SBI, ICICI Bank, Axis, Kotak and others have plans to raise $14 billion — but if things go haywire, they could need three times more

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  • Indian banks on the hunt for capital having raised $7 billion so far with plans to bring in another $7 billion in the coming days.
  • Analysts estimate that in the worst-case scenario, Indian banks will needs nearly three-time that amount.
  • The level of bad loans in the Indian banking industry is expected to increase once the Reserve Bank of India's (RBI) moratorium comes to an end on August 31.
Banks in India have raised around ₹52 crore ($7 billion) in funds so far and have plans to raise another ₹52 crore in the coming days. Public and private banks alike are shoring up capital as the economy fears a fresh cycle of bad loans resulting from the coronavirus pandemic.

However, analysts have earlier estimated that the true requirement for banks if things go south may actually be up to $50 billion — more than three times what’s currently on the docket.

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“All Indian banks, including private-sector ones, will face capital erosion in the high-stress scenario envisaged by the rating agency, but PSBs are the most vulnerable,” said a report by Fitch Ratings dated July 28.

Funds raised by Indian banks so far:

BankFundsFundraising method
ICICI Bank₹ 15,000 crore QIP
Yes Bank₹ 15,000 croreFPO
Axis Bank₹ 10,000 crore QIP’
Kotak Mahindra Bank₹ 7,422QIP
IndusInd Bank₹ 3,288Preferential issue
IDFC First Bank₹ 2,000Preferential issue

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Funds to be raised in the future by Indian banks:

BankFundsFundraising method
State Bank of India₹ 20,000 croreEquity
Bank of Baroda₹ 13,500 croreEquity and debt
Canara Bank₹ 8,000 croreEquity and debt
PNB₹ 7,000 croreEquity
Federal Bank₹ 4,000 crore Equity

Why do Indian banks need capital?
The Reserve Bank of India (RBI) may have delayed the onslaught of bad loans by putting a six-month moratorium on loan repayments in place, but that is set to end on August 31. The more bad loans the bank has, the more capital it will need to cover the risk.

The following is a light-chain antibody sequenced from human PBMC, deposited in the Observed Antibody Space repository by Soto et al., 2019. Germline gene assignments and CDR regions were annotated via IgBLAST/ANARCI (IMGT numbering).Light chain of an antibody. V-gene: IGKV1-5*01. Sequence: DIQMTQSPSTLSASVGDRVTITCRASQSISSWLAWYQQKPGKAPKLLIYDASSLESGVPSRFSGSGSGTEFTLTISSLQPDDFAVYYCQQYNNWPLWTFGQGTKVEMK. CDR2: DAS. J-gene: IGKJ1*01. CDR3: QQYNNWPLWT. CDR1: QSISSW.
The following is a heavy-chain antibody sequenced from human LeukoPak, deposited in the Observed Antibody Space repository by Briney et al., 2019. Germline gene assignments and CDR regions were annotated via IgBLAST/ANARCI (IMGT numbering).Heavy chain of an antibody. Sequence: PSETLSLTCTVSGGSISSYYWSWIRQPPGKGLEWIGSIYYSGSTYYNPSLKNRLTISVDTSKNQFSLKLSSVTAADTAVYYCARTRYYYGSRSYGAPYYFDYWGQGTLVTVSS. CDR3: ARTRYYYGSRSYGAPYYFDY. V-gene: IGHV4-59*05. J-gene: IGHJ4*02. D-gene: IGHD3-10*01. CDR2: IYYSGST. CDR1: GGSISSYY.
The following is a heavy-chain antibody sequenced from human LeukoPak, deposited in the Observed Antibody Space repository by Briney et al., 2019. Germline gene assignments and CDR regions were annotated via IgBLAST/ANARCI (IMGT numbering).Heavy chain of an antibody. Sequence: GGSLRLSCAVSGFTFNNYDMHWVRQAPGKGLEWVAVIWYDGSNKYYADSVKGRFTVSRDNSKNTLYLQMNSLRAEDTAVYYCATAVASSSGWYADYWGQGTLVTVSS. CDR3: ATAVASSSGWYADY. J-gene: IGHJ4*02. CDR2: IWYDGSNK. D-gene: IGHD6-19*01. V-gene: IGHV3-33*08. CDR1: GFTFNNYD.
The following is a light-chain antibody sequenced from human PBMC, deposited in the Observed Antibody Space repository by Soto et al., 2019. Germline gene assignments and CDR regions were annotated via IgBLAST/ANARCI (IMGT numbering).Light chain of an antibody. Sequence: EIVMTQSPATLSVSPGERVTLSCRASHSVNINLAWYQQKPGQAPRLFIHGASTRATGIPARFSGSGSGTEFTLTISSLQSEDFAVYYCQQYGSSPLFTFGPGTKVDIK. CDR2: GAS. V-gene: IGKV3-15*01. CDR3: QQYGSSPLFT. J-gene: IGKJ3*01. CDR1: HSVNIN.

“The levels of NPA will be unprecedented six months from now,” said former RBI governor Raghuram Rajan in July.

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Every bank takes in deposits but only makes money by giving out loans through interest. Loans come with a certain amount of risk, which is why banks have to keep some amount of money in the kitty to cover the risk. The level of capital that is required depends on the classification of the loan. When it comes to non-performing assets (NPAs), the provisioning requirement balloons to 15% as per RBI’s guidelines.

So, the more bad loans there are, the more money the bank needs to have in liquid form. While that may sound simple enough, the problem lies in the fact that provisions put aside to maintain the capital adequacy ratio of the bank can’t be given out at loans. This restricts the bank’s ability to make more money.

Furthermore, if bad loans cross a certain threshold, banks may not have enough capital to cover the minimum risk requirement.

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The RBI’s own stress tests found that the gross ratio of bad loans may jump from 8.5% as of March 2020 to anywhere between 12.5% to 14.7% in the next nine months.

On the flip side, if all goes well, Indian banks will have enough in their coffers to put new growth plans into play. Last week, during the Monetary Policy Meeting, governor Shaktikanta Das also addressed the industry’s call for a one-time restructuring of all loans under an Expert Committee that will be led by KV Kamath that may help keep bad loans at bay.

It’s not just Indian banks but banks around the world that are hungry for capital right now. In the US, the Federal Reserve has increased capital requirements for large banks on August 12 so that they have enough of a buffer to absorb any significant losses. Federal Reserve Bank of Minneapolis President Neel Kashkari believes that US banks will need at least $200 billion in capital to survive the economic downturn.

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SEE ALSO:
India's pile of bad loans could be at least 1.5 times bigger in the next 9 months

Indian banks have made $3.1 billion just by parking funds with the RBI — instead of giving them out as loans